2 NORTHWEST, INC.
GINSBERG Syllabus undo federal deregulation with regulation of their own,”
Trans World Airlines, Inc.
, 504 U. S. 374, 378. In
the Court recognized that the key phrase “related to” expresses a “broad pre-emptive purpose,”
at 383, and held that the ADA pre-empted theuse of state consumer protection laws to regulate airline advertising, concluding that “relat[es] to” means “ha[s] a connection with, or ref-erence to, airline ‘rates, routes, or services,’ ”
at 384. And in
American Airlines, Inc.
, 513 U. S. 219, the Court found that the ADA pre-empted the use of an Illinois consumer law to challenge an airline’s devaluation of frequent flyer earned miles. But it did not pre-empt breach of contract claims because “terms and conditions air-lines offer and passengers accept are privately ordered obligations” not “ ‘a State’s “enact[ment] or enforce[ment] [of] any law, rule, regu-lation, standard, or other provision having the force and effect of law” within the [pre-emption provision’s] meaning.’ ”
at 228–229. Pp. 4–6.(b) The phrase “other provision having the force and effect of law” includes state common-law rules like the implied covenant at is-sue. Common-law rules are routinely called “provisions,” see,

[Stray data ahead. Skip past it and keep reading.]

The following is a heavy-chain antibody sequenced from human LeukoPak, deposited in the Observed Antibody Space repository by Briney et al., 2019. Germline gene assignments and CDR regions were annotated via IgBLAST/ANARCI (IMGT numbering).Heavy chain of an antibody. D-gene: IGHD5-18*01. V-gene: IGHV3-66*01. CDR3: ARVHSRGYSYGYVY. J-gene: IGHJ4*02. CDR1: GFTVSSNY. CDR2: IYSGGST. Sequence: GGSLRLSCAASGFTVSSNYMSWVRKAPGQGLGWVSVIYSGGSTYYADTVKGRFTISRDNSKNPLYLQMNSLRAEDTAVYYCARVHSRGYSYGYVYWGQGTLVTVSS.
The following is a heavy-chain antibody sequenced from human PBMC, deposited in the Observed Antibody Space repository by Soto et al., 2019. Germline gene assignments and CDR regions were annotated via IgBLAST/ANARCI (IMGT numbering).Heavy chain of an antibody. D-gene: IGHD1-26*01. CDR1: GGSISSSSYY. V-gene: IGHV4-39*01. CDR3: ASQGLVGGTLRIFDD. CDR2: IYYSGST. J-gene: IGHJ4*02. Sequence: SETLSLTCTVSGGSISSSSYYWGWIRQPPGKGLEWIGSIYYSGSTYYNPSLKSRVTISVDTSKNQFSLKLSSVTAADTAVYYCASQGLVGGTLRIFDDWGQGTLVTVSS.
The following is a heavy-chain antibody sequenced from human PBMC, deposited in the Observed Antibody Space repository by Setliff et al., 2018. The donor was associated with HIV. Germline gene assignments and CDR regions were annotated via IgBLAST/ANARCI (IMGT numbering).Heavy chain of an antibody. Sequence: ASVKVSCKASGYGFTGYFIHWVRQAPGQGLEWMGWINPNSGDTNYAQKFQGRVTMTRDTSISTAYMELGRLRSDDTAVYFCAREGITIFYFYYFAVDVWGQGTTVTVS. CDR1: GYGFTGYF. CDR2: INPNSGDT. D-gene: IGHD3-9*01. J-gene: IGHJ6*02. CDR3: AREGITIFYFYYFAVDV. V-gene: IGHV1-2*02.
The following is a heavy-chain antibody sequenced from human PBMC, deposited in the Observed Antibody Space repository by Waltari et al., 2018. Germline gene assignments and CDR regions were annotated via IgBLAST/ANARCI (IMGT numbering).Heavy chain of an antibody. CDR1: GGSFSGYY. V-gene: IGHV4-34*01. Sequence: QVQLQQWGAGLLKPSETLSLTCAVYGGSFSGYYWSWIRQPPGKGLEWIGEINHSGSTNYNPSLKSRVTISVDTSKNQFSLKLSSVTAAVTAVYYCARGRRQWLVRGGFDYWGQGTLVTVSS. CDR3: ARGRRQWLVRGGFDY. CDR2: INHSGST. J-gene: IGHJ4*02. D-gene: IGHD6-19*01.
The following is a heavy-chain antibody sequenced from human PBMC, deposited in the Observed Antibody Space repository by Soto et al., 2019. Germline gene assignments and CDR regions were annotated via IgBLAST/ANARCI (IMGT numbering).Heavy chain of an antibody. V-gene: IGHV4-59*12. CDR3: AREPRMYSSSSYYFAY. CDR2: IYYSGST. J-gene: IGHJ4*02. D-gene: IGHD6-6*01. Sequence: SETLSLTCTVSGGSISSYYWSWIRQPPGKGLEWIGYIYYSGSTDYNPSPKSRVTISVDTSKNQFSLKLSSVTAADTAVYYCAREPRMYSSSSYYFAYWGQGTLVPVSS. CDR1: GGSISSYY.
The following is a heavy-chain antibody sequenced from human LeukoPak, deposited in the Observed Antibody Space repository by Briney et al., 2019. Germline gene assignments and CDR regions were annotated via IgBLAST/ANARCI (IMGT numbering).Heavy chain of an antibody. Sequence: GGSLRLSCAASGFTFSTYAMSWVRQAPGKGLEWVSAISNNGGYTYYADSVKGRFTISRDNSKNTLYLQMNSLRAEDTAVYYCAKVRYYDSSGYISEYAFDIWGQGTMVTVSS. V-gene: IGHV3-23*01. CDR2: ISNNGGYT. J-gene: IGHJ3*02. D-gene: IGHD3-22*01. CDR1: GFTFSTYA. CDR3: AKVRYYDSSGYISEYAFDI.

Women’s Health Center, Inc.
, 512 U. S. 753, 765, n. 3, and they clearly have “the force and effect of law.” The pre-emption pro-vision’s original language confirms this understanding. As first en-acted, the provision also applied to “rule[s]” and “standard[s],” a for-mulation encompassing common-law rules. See
CSX Transp., Inc.
, 507 U. S. 658, 664. And Congress made clear that thedeletion of those terms as part of Title 49’s wholesale recodification effected no “substantive change.” §1(a), 108 Stat. 745. Respondent’s reliance on
, 537 U. S. 51, is misplaced. There, the Court held that the Federal Boat Safety Act of 1971 did not pre-empt a common-law tort claim, but that Act’spre-emption provision is more narrowly worded than the ADA provi-sion. The Boat Safety Act’s saving and pre-emption provisions werealso enacted at the same time, while the Federal Aviation Act’s gen-eral remedies saving clause is “a relic of the pre-ADA/no pre-emptionregime,”
, 504 U. S., at 385, that “cannot be allowed to super-sede the specific substantive pre-emption provision,”
Exempting common-law claims would also disserve the ADA’s cen-tral purpose, which was to eliminate federal regulation of rates,routes, and services so they could be set by market forces. Finally, if
state common-law rules fell outside the pre-emption provision’s ambit,
would not have singled out a subcategory, for common-law claims based on the parties’ voluntary undertaking, as fallingoutside that provision’s coverage. Pp. 6–9.(c) Respondent’s claim “relates to” “rates, routes, or services.” It